I think the boots issue is the hardest! It seems like he has giant feet for his size and may outgrow junior size boots before his body does? I don't mind buying (particularly if I can hand down) but my DD and my 2 nieces will probably never need a 24.5 boot.

If he's needing a ~140-145 ski next year, would there be a performance advantage to buying a small women's ski, versus a junior one, versus the junior rentals? The rentals are pretty standard Elan foam core cap construction skis. But maybe it wouldn't make that big of a difference to him? I'm pretty sure I could get more use out of 140cm skis with my DD and my nieces, as long as the bindings held up for long enough.
 

SarahXC

Ski Diva Extraordinaire
I found for my children I could buy used womens demo skis in good condition in those shorter sizes (140-150) for good prices at powder7, ski essentials etc. Also with the demo bindings the foot growth/new boot size every year is easily accommodated. The downside was they were a bit heavier. At 24.5 the kids boots will most likely use the adult sizes lugs but if you are not sure you can always ask the shop about the binding compatibility. Also I have found the higher end kids boots often go up to size 27.5.
 

beane

Certified Ski Diva
Thanks!

I think the boots issue is the hardest! It seems like he has giant feet for his size and may outgrow junior size boots before his body does? I don't mind buying (particularly if I can hand down) but my DD and my 2 nieces will probably never need a 24.5 boot.

If he's needing a ~140-145 ski next year, would there be a performance advantage to buying a small women's ski, versus a junior one, versus the junior rentals? The rentals are pretty standard Elan foam core cap construction skis. But maybe it wouldn't make that big of a difference to him? I'm pretty sure I could get more use out of 140cm skis with my DD and my nieces, as long as the bindings held up for long enough.
Not sure about the boot solution--we have been doing season rentals and have been happy with the quality (lange RS boots). For skis, my 10 y.o. had a season rental but the coach (he does big mountain) said he needs something wider (lots of snow in tahoe this year) so I bought some kids dynastar menace 140s on ebay that have been good. I think there is a performance difference over basic rentals but you can definitely find non-foam core "kids" skis. He has certainly verbalized noticing performance improvement over the narrower skis (which he refers to as his "park" skis, lol) on deeper days. I got them for a reasonable price and plan to resell after my younger one outgrows.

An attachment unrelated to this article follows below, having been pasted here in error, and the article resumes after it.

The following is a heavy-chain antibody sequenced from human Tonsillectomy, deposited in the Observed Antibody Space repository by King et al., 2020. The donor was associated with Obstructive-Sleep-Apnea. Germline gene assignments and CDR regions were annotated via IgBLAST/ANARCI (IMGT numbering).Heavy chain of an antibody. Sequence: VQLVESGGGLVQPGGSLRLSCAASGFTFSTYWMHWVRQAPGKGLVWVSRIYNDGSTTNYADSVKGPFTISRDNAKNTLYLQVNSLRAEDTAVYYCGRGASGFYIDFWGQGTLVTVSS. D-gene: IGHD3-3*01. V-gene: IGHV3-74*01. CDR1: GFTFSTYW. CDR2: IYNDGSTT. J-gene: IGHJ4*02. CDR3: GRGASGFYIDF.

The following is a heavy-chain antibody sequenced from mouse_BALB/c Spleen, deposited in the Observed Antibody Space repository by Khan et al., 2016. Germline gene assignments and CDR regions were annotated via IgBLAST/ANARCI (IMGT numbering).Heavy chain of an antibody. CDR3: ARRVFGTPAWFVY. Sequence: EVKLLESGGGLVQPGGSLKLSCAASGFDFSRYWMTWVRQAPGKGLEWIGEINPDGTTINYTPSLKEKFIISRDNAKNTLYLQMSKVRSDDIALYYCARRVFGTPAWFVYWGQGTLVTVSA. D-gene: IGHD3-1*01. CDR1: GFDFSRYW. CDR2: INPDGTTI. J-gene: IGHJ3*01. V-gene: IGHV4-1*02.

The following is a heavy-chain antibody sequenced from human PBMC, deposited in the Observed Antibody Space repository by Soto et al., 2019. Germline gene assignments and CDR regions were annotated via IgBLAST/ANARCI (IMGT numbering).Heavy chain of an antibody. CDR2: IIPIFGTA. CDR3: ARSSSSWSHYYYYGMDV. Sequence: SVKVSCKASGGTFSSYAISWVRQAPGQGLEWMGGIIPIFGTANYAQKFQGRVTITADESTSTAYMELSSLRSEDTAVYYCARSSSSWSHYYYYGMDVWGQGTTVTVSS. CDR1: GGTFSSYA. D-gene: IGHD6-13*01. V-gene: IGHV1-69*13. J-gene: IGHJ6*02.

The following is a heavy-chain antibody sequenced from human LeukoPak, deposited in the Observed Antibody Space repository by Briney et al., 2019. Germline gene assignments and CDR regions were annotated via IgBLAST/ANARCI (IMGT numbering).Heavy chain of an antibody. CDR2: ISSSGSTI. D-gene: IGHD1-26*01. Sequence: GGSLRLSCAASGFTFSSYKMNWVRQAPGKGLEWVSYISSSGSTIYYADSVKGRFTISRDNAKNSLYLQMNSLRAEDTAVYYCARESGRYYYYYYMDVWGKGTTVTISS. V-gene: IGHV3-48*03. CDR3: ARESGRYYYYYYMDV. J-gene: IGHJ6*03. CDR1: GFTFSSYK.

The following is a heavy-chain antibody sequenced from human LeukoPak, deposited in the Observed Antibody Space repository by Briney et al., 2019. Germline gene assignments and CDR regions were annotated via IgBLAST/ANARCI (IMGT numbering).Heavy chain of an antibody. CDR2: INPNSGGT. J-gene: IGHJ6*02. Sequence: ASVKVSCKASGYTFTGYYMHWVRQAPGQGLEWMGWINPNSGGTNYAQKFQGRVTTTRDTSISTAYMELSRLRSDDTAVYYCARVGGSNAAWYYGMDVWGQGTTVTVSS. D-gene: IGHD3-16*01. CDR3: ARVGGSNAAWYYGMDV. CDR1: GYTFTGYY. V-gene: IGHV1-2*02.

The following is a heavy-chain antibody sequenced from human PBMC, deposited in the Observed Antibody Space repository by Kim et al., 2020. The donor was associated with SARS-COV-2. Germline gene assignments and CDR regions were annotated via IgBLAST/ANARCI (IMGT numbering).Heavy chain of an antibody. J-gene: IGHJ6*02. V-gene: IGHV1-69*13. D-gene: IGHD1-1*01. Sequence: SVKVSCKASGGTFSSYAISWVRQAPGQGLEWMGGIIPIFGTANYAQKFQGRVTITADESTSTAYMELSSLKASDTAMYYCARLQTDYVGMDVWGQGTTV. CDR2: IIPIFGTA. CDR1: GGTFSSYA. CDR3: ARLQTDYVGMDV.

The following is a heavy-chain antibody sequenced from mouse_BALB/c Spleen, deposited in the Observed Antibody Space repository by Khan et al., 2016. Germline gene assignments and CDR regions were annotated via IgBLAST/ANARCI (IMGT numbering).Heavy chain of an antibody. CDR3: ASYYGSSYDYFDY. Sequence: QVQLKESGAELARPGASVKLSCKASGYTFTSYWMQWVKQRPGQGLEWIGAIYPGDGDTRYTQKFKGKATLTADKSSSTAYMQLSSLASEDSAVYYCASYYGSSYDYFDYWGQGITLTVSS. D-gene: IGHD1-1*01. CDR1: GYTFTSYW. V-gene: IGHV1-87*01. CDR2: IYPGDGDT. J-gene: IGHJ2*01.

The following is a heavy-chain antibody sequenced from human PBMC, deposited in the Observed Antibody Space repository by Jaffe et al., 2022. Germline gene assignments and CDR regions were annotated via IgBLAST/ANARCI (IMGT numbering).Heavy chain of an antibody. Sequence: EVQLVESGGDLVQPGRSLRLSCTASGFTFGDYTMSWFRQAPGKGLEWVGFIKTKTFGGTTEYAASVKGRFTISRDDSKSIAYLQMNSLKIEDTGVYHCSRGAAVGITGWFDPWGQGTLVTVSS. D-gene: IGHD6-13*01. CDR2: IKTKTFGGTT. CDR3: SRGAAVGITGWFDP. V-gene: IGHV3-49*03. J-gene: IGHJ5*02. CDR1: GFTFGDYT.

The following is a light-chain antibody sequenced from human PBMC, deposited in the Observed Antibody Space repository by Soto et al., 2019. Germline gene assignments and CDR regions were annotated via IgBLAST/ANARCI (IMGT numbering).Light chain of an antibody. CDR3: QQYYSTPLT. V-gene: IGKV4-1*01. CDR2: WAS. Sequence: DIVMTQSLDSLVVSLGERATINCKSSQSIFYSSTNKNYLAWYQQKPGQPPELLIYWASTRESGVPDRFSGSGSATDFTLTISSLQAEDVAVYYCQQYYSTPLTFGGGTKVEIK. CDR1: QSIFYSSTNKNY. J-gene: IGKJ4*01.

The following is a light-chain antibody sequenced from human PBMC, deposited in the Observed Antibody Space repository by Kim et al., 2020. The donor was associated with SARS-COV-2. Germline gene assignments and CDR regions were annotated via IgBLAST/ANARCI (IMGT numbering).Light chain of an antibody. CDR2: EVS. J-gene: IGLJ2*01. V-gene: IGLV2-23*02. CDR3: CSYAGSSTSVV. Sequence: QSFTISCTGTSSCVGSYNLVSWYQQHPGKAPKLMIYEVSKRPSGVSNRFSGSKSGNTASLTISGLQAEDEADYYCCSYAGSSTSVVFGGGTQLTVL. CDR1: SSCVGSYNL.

CarverJill

Ski Diva Extraordinaire
I also buy used and pass down. Ebay has great deals on boots and we found a used ski gear shop in Mammoth that had awesome boots in tons of sizes in the spring for $40 each. YOU have to get comfortable with sizing and binding adjustments but its all possible to do a lot cheaper.
 

marzNC

Angel Diva
I started buying boots for my daughter when she was a tween and skiing 15-20 days a season, mostly at our home hill (northern VA) but also during a spring break trip to Alta. Our local ski shop (central NC) had an experienced boot fitter (owner of the shop) and a trade-in program for gear that could be sold used.\

I bought her skis either used at our local ski shop or online. She was a good enough skier by age 8 to start with skis that were a little long (forehead height) so could use a pair of skis for two seasons while she was still growing.
 

Members online

Forum statistics

Threads
26,340
Messages
500,849
Members
8,618
Latest member
Tele4Eva
Top